I try to avoid talking about religion. Not because I fear recriminations from the devout who might take offense, but because faith is like sex: If you keep it out of my face, then it’s none of my damn business. And in Taiwan, where most denominations are not too predatory and don’t seek to convert the human race to the very last disturbed soul, one can be left alone to pray as one pleases. And so it should be.
But by largely steering away from religious topics in this column, I have ignored one of this society’s most important political engines. Elections, social welfare, education, relief work, even organized crime: Buddhist and/or Taoist and/or other groups are in the thick of it even when “it” is not strictly religious. So maybe it’s time to grab this topic by the joss sticks and see where we go.
I lumber into this by way of contemplating the rise and fall of Kuo Kuan-ying (郭冠英), that Government Information Office bureaucrat posted to Toronto whose hate-filled writings under the alias Fan Lan-chin (范蘭欽) and bizarre behavior have killed his career as a public servant — and about whom I’ve written too much already.
I was wondering where Kuo’s career might take him now that he has become a joke. You know he’s toast when KMT attack dogs start lecturing him on etiquette and on his Tourette’s syndrome-like inability to hold his tongue.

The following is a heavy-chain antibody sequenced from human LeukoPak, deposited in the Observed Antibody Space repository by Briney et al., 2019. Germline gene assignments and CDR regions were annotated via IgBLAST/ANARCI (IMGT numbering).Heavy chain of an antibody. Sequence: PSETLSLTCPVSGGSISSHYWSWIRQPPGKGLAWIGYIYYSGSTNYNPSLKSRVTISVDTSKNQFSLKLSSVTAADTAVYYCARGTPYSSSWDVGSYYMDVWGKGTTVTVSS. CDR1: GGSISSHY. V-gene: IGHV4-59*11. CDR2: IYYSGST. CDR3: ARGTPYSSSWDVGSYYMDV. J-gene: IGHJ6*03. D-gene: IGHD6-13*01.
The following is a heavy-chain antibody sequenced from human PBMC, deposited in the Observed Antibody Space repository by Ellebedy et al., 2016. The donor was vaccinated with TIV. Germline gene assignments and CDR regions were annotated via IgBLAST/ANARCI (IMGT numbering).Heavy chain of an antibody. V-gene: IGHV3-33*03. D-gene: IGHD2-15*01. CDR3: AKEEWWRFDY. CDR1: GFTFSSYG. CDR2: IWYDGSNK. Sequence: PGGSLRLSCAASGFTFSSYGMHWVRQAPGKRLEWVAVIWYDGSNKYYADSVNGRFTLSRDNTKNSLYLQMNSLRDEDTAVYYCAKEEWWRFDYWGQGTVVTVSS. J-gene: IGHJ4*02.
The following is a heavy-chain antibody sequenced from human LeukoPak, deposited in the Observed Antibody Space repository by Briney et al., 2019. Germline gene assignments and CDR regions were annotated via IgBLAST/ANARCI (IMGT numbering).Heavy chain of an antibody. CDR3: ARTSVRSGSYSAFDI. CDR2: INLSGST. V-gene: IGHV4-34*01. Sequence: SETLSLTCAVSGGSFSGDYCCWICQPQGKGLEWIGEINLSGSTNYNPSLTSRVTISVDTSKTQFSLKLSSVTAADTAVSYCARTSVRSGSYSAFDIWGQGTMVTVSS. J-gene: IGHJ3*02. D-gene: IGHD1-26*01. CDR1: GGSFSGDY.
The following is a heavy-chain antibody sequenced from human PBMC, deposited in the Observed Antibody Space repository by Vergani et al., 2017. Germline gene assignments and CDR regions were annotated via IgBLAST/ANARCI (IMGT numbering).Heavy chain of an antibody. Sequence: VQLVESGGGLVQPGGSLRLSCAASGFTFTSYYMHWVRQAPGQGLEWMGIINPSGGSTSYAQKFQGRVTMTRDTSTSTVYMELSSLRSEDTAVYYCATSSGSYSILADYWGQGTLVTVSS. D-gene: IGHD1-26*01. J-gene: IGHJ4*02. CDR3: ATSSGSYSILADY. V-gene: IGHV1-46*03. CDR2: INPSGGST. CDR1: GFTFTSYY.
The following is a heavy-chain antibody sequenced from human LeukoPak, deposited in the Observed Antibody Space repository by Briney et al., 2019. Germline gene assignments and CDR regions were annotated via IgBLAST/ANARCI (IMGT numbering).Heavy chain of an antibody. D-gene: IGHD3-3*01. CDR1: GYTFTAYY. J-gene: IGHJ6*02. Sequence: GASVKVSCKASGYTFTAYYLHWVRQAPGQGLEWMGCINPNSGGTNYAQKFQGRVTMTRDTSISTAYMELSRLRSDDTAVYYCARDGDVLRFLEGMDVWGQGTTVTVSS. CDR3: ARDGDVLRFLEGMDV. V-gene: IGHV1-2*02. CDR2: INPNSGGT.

Only Mainlander gangsters and a couple of boffins at the Academia Sinecure are rallying around him. Institutionally speaking, he’s finished, with Democratic Progressive Party (DPP) legislators dancing around his funeral pyre as the flames grow higher.
Maybe religion could offer Kuo a way up and out. Shave off what’s left of his hair, don a robe, chant some mantras and — presto! — rehabilitation. It could be this simple.
Kuo’s biggest problem was not the ferocity of his language or his racism but the fact that he was all on his own in blogland. Maybe what he really needed was the backing of one of this nation’s largest religious organizations.
Which brings us to Venerable Master Hsing Yun (星雲).
There is a segment of Taiwanese society that still loathes Mainlander religious figures who profited handsomely from Chinese Nationalist Party (KMT) support over the decades, including monks who built massive temples here and all over the world — but who never came to the defense of the oppressed. But most of my unforgiving colleagues are too polite to raise such distasteful topics except among trusted friends and associates — and even then, they have to be provoked.
This week, the provocation came.
According to our very own Taipei Times, Hsing Yun was quoted as telling the World Buddhist Forum in China the following:
“‘Both sides of the Taiwan Strait belong to one family. There are no Taiwanese in Taiwan and Taiwanese are all Chinese.’”
Aficionados of logical aberrations in sacred texts will thrill to that comment. Call it the Now You See Them, Now You Don’t Sutra. But there’s more:
“‘Which Taiwanese is not Chinese?’ he asked. ‘They are Chinese just like you are. We are all brothers and sisters.’”
Thus far it’s all very We Are the World. All that’s missing is starving Third World children and Michael Jackson.
“Hsing Yun also said that opening the forum in China and closing it in Taiwan was especially meaningful because it would enhance cross-strait exchanges and help the unification of the two sides, the Hong Kong-based newspaper Ta Kung Pao reported on Saturday.